• Enhancing preschool by increasing access, expanding quality programming, and increasing compensation for preschool staff
  • Increasing compensation and benefits to maintain a competitive place in the market

Click here to read Jeffco Public Schools’ resolution. In addition to naming priorities, it specifies what percentage of the district’s share of the funding it would spend on each one.

  • 50 percent to attract and retain quality teachers and staff
  • 15 percent to lower class sizes and staffing shortages
  • 10 percent to add mental health support and counseling, and school security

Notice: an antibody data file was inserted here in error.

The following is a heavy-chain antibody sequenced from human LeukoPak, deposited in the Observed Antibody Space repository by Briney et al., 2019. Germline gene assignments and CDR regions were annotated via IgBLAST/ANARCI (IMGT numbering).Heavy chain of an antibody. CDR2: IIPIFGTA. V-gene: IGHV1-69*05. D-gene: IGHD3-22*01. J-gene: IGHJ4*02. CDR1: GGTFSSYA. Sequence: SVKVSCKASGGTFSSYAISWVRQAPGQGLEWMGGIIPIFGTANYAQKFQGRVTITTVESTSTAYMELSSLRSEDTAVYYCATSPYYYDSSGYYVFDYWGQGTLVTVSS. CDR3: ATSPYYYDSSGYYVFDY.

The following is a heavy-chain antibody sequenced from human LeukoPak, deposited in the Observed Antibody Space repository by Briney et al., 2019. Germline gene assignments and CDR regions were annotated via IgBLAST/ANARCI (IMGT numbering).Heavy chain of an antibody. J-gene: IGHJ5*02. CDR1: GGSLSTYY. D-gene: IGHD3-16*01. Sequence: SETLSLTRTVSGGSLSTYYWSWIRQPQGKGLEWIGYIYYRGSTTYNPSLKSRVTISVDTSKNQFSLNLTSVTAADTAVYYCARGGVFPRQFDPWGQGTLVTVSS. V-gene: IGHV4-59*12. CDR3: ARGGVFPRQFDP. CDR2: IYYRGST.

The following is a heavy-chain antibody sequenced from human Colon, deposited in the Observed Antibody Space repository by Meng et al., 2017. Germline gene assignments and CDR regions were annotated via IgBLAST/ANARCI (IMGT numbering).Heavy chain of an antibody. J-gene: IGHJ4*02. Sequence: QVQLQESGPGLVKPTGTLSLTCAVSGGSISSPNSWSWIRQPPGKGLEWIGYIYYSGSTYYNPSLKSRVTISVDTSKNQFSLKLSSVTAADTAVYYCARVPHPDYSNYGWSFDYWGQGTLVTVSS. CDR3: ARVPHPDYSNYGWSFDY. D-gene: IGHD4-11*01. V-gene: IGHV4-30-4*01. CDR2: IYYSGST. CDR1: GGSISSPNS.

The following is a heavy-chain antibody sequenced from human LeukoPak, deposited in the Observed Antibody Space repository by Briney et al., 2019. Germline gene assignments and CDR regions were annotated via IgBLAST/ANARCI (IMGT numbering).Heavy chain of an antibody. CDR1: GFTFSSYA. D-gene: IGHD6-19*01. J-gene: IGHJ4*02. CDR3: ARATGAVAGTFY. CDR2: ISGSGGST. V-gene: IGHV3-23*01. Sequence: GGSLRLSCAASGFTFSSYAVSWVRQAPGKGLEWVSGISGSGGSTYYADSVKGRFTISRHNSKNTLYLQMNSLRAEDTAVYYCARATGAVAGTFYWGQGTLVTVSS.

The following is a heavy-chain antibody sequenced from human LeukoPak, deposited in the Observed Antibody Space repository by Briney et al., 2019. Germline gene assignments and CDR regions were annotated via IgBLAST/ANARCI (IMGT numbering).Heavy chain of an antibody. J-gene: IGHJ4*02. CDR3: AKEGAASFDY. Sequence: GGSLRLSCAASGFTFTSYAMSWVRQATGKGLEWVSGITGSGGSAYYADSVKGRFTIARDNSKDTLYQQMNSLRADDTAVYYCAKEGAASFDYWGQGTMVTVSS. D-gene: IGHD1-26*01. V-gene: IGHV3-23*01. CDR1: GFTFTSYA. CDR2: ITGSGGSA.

• 10 percent to expand early childhood education
  • 7.5 percent to expand career and technical options, as well as science, technology, engineering, and math options
  • 7.5 percent to buy classroom learning materials, technology, and supplies, and offset student fees

Click here to read Westminster’s resolution, here to read Adams 14’s resolution, and here to read Sheridan’s resolution.

Westminster and Adams 14 didn’t suggest how the funds should be used. Sheridan included some commitments, but they aren’t very specific. They include spending on strategies to close gaps in test scores between different groups of students, and maintaining “adequate district operational functions.”

The Colorado Association of School Boards is collecting district resolutions, and you can find more of them here.